Currently viewing the tag: "healers"

It’s nice to have a doctor who really knows you.  I always say, there’s a big difference between healers and technicians.  Technicians know the ins-and-outs of their discipline, but they often lack the interpersonal skills necessary to make their patients feel comfortable.

Knowing one’s patients–their lives, family details, what drives them, their values–helps a doctor effectively communicate recommendations, and increases the likelihood that the patient will either follow through with the plan, or at least that the two can work together to find an alternative course of treatment.  Without having this type of interaction, the doctor-patient relationship runs the risk of becoming one of authority-subordinate, nag-nagged or money grubber-chump.

Take my doctor, Dr. W, for example: he knows me.  He knows my family, my work, my job, my beliefs, and so on.  But best of all, he knows my health habits.  He knows that I work out regularly; he knows that I take vitamins, and he knows that I don’t do drugs or alcohol.  To top it all off, he knows that I am probably not going to take his statins.  Yes, that’s right–I don’t care if my LDLs are one-bleepity-bleep–no statins for me, thank you very much.

I love that he knows this about me.  When giving me my annual physical exam results, he leaves a nice voicemail message, finishing it off with, “And your cholesterol is high.  I’m recommending statins, so I’ll call the pharmacy and leave the prescription because I know you’ll probably tell me that you’re not going to take them.”

Ah, good ol’ Dr. W.  He knows me in and out.  He knows what I’ll do and what I won’t.  He genuinely cares about me, my work, and my family; and that’s why I keep going back to see him.  Dr. W is a healer because he knows how to listen, is observant and doesn’t try to overpower me with his health-authority bull$&*!  Good health care, Dr. W, and I appreciate it.  But I’m still not taking any statins.


Hung out today at the Los Angeles Times Festival of Books held on the UCLA campus. What a great event! Got to listen to Holly Robinson and Rodney Peete talk about their autistic son, RJ. What a treat!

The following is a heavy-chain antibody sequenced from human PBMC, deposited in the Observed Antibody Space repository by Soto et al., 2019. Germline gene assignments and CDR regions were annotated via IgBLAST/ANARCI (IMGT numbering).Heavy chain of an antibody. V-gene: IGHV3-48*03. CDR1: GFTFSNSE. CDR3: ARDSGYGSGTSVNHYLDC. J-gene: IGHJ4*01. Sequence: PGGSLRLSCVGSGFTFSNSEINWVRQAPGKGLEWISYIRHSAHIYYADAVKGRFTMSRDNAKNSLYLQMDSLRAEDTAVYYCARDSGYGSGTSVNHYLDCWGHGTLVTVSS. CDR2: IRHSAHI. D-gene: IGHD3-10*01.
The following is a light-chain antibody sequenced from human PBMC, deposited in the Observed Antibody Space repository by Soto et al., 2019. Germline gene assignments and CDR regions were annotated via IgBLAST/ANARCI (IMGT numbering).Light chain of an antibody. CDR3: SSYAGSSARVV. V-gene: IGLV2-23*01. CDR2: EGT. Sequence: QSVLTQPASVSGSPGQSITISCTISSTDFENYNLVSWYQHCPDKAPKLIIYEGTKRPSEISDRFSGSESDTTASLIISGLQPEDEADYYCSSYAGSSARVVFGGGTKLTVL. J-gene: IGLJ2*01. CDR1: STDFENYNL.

This post is not about autism, or the Peetes; it’s about something they said that stirred some thought in me. As they discussed RJ’s growth and battle through autism, they said they were able to, “check off all the things the doctor had said he’d never be able to do.”

Now that got me to thinking about how so many doctors tend to absorb themselves in the diagnosis—got to call it something, give it a label. Then all these preset parameters come along with the diagnosis, and the one being diagnosed becomes exactly that, the diagnosis itself. That has never been my method in my Beverly Hills chiropractic practice, although I do get a handful of people insisting on having a diagnosis (conditioning, I guess). For these people, I play the game, but I always tell them I prefer not to get caught up in labels. There’s a real danger there; people start to identify too heavily with their labels. They start to become their condition (illness, disease, disorder, etc). I am very pleased the Peetes didn’t follow this path.

Medical diagnosis serves a purpose: it’s a way of organizing information common among a group of people experiencing a particular set of symptoms. But I think doctors would be wise to see the bigger picture–the possibilities that exist in treatment and healing. I know, I know…sometimes all they have is a hammer…but there is more than what medical science pushes. It takes a healer to know the difference. Not all doctors are healers; many, if not most, are technicians. The doctor that gave the Peetes RJ’s diagnosis was likely a technician. Safe in his diagnosis, covering all bases to avoid liability. Bravo! Well done; a perfect display of modern medicine—think science and law all wrapped into one. But healing? Not by my definition.

Perhaps it’s peoples’ responsibility to take charge of their own health? That’s certainly the message I promote, since health comes from within. But doctors are facilitators—they assist in the healing process, and as such, I think giving the patient a dose of hope helps the prognosis. No doctor knows whether any one individual will be just another statistic in a particular condition. Doesn’t every person deserve to be considered one of the odds beaters until proven otherwise?

Anyway, I went up and talked to Rodney Peete during the book signing (Not My Boy!), and commended his and his wife’s decision to “think outside of the box.” I’ll let you read the book on your own to find out how the Peetes did this. He was gracious toward my praise and said that it is “amazing how things open up for you,” when you think outside of the box. I asked him what his thoughts were on receiving the diagnosis and daunting checklist of things his son would never be able to do. He said that some doctors are all too willing to nail that type of diagnosis without even blinking an eye.

Yes, I know—not thinking outside the box. Bless the Peetes for finding another way.

I’d also like to plug Holly Robinson Peete’s book, My Brother Charlie, written with her daughter Ryan Elizabeth (who read the book onstage today—very well done!)

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